• Personal rights: The state is bound to protect "the personal rights of the citizen", and in particular to defend "the life, person, good name, and property rights of every citizen" (Article 40.3).
  • Unenumerated rights: The language used in Article 40.3.1° has been interpreted by the courts as implying the existence of unenumerated rights afforded to Irish citizens under natural law. Such rights upheld by the courts have included the right to marital privacy and the right of the unmarried mother to custody of her child.
  • Abortion law: Pregnancy termination may be regulated by law (Article 40.3.3°). (Abortion had been prohibited by the previous Article 40.3.3°, which the Irish public repealed and replaced in a 2018 referendum.)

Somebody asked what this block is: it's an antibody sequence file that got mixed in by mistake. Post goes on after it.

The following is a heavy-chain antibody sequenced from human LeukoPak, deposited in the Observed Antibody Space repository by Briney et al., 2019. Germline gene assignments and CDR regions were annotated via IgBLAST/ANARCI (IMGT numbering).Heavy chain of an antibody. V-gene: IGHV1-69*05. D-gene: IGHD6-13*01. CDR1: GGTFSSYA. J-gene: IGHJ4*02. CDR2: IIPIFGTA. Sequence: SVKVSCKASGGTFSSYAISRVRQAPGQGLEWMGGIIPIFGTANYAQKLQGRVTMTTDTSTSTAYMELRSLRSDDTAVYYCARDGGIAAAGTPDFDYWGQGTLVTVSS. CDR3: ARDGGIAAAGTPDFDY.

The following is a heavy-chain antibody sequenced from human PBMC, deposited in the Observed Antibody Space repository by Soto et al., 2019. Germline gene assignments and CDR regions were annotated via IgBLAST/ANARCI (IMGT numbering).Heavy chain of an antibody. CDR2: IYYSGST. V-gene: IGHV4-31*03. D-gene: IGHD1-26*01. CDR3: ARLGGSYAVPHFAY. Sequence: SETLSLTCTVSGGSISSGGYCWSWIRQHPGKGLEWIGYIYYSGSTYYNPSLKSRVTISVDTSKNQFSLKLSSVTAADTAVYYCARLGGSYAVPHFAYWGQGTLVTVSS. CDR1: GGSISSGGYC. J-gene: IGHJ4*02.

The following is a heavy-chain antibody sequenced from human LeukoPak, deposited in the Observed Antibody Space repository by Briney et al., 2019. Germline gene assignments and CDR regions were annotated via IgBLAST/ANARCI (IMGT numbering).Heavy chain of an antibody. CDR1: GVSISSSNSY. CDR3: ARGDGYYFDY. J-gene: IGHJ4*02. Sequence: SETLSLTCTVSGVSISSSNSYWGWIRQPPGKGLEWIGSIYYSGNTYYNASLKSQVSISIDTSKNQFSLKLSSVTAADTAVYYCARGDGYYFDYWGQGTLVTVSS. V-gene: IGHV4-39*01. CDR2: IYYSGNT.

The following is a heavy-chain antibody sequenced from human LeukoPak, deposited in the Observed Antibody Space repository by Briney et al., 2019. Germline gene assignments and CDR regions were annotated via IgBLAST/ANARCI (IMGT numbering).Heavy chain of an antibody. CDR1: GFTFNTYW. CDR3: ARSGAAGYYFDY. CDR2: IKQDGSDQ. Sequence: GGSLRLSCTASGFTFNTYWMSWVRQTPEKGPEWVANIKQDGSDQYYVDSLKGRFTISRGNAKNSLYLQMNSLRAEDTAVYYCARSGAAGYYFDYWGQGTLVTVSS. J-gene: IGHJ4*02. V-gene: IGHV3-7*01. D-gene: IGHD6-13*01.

• Habeas corpus: The citizen's right to personal liberty is guaranteed by Article 40.4, which section also sets out in detail the procedure for obtaining habeas corpus. However, these rights are specifically excepted from applying to the actions of the Defence Forces during a "state of war or armed rebellion" (Article 40.4.5°). Since the Sixteenth Amendment it has also been constitutional for a court to deny bail to someone charged with a crime where "it is reasonably considered necessary", to prevent that person from committing a "serious offence" (Article 40.4.6°).
  • Inviolability of the home: A citizen's home may not be forcibly entered, except as permitted by law (Article 40.5).